Editor’s note: This article comes from Wind-Works and is authored by Sarah Taylor. Cleveland faces a unique opportunity to become the first city in the U.S. to install an offshore wind farm in fresh water. You can learn more by clicking through to Windustrious Cleveland’s website here.
Those trying to prevent the Icebreaker Project from going ahead are not put off by the facts. They continue to add to the Ohio Power Siting Board’s Comments Page their untrue arguments, claiming that wind turbines are responsible for large numbers of bird and bat deaths. This is despite the Final Environmental Assessment, announced by the U.S. Department of Energy on September 10th, which showed that the Icebreaker Project has very little environmental impact, and should be free to move ahead.
Regardless, the Lake Erie wind power opposition forces just persist in their attacks. On October 10th they submitted to the OPSB references to statements expressed by those who claim that wind turbines emit sub-auditory sounds that are capable of damaging the brain. However, these fears are clarified as baseless, in an article in The Atlantic, on June 19th, 2017.
These fears have been vigorously propagated by the Australian coal mining industry, in various parts of their Continent. The effort began at least a decade ago, when these wind-power opponents judged that Australians would have greater interest in the health of their eardrums and brains than in any potential danger to wildlife. Their fabrications certainly caused many citizens around that country to become wind opponents.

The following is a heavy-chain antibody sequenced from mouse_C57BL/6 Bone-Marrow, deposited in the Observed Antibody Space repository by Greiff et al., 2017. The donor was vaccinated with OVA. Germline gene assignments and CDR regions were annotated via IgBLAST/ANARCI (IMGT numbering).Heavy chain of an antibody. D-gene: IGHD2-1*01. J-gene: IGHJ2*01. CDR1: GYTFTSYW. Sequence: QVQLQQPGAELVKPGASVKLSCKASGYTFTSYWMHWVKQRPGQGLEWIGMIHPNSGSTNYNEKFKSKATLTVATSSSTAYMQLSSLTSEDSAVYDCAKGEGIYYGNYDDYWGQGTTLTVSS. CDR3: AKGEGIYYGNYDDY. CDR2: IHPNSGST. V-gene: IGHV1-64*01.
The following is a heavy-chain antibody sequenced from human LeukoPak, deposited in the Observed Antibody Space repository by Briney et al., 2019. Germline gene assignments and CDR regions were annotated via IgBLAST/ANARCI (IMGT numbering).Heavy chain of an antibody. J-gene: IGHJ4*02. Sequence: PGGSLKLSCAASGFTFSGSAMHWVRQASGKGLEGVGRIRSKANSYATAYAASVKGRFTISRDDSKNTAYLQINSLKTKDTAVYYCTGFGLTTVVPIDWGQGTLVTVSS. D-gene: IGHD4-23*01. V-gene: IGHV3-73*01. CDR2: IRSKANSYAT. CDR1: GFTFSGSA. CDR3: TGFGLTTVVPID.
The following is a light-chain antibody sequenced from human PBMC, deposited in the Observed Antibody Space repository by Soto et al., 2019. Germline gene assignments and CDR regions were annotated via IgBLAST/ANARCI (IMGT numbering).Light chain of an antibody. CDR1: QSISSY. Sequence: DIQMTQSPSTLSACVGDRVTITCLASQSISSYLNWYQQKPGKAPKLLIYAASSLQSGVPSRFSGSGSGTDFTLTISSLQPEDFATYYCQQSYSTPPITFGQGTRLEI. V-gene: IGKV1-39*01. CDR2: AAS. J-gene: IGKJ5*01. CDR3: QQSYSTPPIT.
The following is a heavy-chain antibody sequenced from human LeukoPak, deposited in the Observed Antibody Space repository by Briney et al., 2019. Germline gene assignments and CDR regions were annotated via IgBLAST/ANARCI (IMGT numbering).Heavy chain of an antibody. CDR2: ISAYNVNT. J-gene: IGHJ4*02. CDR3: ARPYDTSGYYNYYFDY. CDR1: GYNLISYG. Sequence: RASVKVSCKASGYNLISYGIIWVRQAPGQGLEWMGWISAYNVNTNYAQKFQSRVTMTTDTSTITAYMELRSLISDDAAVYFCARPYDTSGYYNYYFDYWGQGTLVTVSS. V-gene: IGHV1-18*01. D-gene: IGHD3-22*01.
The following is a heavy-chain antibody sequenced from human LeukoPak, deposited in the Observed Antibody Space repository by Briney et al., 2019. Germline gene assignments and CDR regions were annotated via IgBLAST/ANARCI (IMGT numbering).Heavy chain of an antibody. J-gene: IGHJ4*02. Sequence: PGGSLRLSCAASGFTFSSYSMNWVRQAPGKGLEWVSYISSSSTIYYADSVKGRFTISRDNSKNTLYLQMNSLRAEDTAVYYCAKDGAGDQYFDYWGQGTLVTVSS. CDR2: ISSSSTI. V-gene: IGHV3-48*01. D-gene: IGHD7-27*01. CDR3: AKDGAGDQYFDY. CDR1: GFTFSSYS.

Fossil fuel providers, instead of continuing to battle against the essential need of countries to move away from outdated energy sources, should find a way of getting on board the exciting opportunity of moving to new, non-polluting versions.
There are countless examples, throughout history, of far-sighted innovators who could see that the way that objects were being made could be improved. In some cases these innovators had no previous experience in influencing how the necessary materials or equipment could be manufactured, in order to make the desired updates.
However, other innovators have actually been the makers of the forms of equipment that were increasingly becoming outdated. They saw how some of that equipment they were producing could be modified, in order to move us into the new era. Studebaker was a classic example of such a company. It was founded in 1852 and was originally a manufacturer of farm wagons. Studebaker then formed the “Studebaker Automobile Company,” and in 1902 began the production of electric vehicles. After two years it moved to building gasoline vehicles. Although the company did not have a very long lifespan, it developed a reputation, over the next 50 years, for very high quality and reliability.
A current example of corporate far-sightedness is illustrated by Statoil. It recently adapted its offshore oil drilling business to include manufacturing floating platforms for offshore wind turbines. It partnered with Masdar, and on October 18th 2017, Statoil’s Hywind, the world’s first floating wind farm started production, offshore from Peterhead in Scotland.
But it is not only industry leaders who can benefit from making smart transitioning choices. Some of those who have actually been employed as coal miners in the past are moving to newer, and very different forms of employment. An example of such a transition was the subject of an NPR interview on October 19th 2018, in which Colorado coal miners told how they had enthusiastically taken up jobs in their state’s new fiber-optic cabling enterprises.
So the message for us all, and now particularly for the fossil fuel industry, is, as it has always been,
“Evolve – Don’t Stagnate”.